It is one of the few processes that wasn’t brought to the USA by European settlers.
While there are lots of interesting and terrific stories about the source of maple syrup, there are no authenticated accounts of how the process was discovered. One of the most popular legends involves a Native American chief who discovered the clear liquid sap seeping out of a tree he had stuck his tomahawk into. The chief was so impressed with the sweet taste of this maple meat he called it Sinzibudkwud which means”drawn from trees”. Native Americans still quite often use this phrase when speaking to maple syrup.
Soon they found that cutting or (wounding) a maple tree in early spring caused it to ooze a sweet clear liquid which could be processed into a candy product they found to be delicious. Most stories likely have been modified over the years, but the discovery of maple syrup most likely was accidental.
Over the years they heard they could gradually decrease the sap to syrup by freezing it, discarding the ice, and stating over again. They can store up to 30 pounds of maple sugar in containers made of birch bark.
Finally some of the Native American tribes began to process the maple sap over fire. They made troughs where they collected the sap and brought it to the fire. The sap was heated with the addition of heated stones. Freshly heated stones could be added while eliminating older cooler stones to be reheated. Most ancient Native Americans preferred sugar and used maple syrup or sugar on their fish and meat.
Early settlers imitated the Native American methods to make their maple syrup. They would boil the sap over an open flame until it decreased down to syrup. Not much changed for the next two hundred years, and then during the civil war the tin can was invented. It wasn’t long before syrup manufacturers discovered that a large flat sheet of metal could make a much more efficient pan to boil maple sap than the previously utilized heavy curved iron kettle.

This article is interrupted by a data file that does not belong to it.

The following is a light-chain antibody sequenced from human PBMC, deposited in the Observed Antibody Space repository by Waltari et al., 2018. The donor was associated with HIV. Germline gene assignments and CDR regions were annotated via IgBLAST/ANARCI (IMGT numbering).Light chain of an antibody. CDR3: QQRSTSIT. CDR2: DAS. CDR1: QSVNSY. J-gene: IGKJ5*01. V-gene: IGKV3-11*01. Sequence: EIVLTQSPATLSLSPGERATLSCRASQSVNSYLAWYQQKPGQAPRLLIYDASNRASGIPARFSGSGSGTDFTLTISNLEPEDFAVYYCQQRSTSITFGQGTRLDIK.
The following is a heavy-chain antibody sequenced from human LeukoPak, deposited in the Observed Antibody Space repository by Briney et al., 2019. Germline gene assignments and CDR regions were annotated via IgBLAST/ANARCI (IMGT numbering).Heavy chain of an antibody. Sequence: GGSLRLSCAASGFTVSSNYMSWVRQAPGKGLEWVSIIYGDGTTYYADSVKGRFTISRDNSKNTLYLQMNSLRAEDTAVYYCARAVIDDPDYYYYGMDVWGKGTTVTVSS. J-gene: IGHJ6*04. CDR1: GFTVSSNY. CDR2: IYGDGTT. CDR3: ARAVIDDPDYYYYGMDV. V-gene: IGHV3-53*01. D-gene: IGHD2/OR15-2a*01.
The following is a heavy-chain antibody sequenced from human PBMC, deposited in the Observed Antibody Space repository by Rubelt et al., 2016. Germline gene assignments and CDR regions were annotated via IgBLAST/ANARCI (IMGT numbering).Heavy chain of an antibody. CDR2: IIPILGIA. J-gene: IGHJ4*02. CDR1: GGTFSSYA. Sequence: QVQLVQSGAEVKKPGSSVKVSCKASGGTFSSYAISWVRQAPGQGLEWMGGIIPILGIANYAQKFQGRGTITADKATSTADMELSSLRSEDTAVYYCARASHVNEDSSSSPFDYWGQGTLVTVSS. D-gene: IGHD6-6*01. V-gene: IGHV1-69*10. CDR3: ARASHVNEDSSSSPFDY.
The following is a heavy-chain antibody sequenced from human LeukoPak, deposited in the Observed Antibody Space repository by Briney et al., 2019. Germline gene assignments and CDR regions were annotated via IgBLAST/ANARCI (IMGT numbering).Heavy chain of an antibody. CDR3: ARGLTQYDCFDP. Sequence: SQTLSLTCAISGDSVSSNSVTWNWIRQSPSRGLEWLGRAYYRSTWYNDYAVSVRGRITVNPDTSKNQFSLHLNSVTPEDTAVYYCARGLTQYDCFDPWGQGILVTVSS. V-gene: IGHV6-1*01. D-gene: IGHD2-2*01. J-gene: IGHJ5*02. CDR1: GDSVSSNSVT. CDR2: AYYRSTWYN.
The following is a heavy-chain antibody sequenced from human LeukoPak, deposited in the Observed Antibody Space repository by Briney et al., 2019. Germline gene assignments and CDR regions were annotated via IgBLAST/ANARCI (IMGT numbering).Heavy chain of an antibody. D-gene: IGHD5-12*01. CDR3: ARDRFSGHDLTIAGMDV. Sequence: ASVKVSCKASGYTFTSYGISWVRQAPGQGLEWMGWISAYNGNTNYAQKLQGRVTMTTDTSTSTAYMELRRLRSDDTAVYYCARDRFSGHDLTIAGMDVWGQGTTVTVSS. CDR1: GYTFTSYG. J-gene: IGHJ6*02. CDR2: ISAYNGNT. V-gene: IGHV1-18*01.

Most original syrup manufacturers were dairy farmers who made maple syrup and sugar for their own use, or a little additional income during the off season. They continually looked for a more efficient and faster way to create their syrup. Many innovative ideas and processes evolved over time, but for the most part technology remained the same for another century. In the 1960’s it was so labor intensive and time consuming it was no longer possible for small farmers to sustain themselves. They could not afford to hire the lot of people necessary to tap the trees and haul the tiny buckets into the evaporator house.
Finally with the energy crunch of the 1970’s another surge of technological breakthroughs occurred. Tubing systems were developed, and vacuum pumps added to draw the sap directly from the trees into the evaporator house. Pre-heaters were that”recycle” heat that formerly was lost were developed, and reverse-osmosis filters that remove some of the water out of the sap before it’s boiled were developed.